Hawaii House Bill 699 legalizing the Personal Use of Marijuana; Licenses to Cultivate, Manufacture, Test, or Sell Marijuana, was killed by the Judiciary Committee today citing that "there is not enough support to pass the bill in the House."
The bill would have allowed adults over 21 to possess up to one ounce of marijuana and to grow up to five plants. It also would have established a regulatory system for cultivating, selling, and taxing cannabis much like is being done in Colorado and Washington state.
The committee's decision was whether to put the measure to a vote in the House or not. They claimed that since there was not enough support to pass it, why even have a vote. Hence, the bill was dropped and blocked from a broader vote.
It seems Hawaii lawmakers have not caught up to the residents of Hawaii who overwhelmingly support decriminalization and full legalization of cannabis. A recent survey showed 57 percent of Hawaiian residents support full legalization, 69 percent want decriminalization, and 78 percent want a medical cannabis dispensary system.
“My gut feeling is that there is going to be some improvement in the cannabis laws this session but only if we step up to the plate,” said Andrea Tischler, chair of Big Island Americans for Safe Access. ”It will be a long process because there are many bills relating to cannabis and medical cannabis during this session that will be heard in the committees.”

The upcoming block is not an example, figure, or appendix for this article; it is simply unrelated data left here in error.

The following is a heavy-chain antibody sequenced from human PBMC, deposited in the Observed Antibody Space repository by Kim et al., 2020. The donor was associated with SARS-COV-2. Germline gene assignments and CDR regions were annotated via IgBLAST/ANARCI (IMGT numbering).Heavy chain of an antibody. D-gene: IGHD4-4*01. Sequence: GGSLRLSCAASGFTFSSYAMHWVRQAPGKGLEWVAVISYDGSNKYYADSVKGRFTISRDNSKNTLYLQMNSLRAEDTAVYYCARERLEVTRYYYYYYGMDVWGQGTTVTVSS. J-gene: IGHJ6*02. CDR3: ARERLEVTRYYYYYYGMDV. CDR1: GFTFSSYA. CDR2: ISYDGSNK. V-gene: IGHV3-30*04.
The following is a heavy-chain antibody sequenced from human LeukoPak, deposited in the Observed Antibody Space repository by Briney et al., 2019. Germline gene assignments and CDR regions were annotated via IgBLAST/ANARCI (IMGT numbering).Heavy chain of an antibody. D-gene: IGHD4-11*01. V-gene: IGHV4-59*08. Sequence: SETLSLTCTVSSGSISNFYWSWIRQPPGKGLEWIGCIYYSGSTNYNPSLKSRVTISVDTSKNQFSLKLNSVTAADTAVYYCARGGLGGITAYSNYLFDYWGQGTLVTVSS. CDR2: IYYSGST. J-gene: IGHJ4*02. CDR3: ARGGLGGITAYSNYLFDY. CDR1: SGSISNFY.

Although the federal government still prohibits marijuana, it seems to be allowing legal weed states to pursue the will of voters. Their biggest concern appears to be having marijuana legally obtained in one state from crossing state lines. Hawaii is a unique state in that it can easily prevent legal pot from leaving state lines due to it being an island far away from the mainland US.
Below is the video of the Hawaii Judiciary hearing on HB 699:
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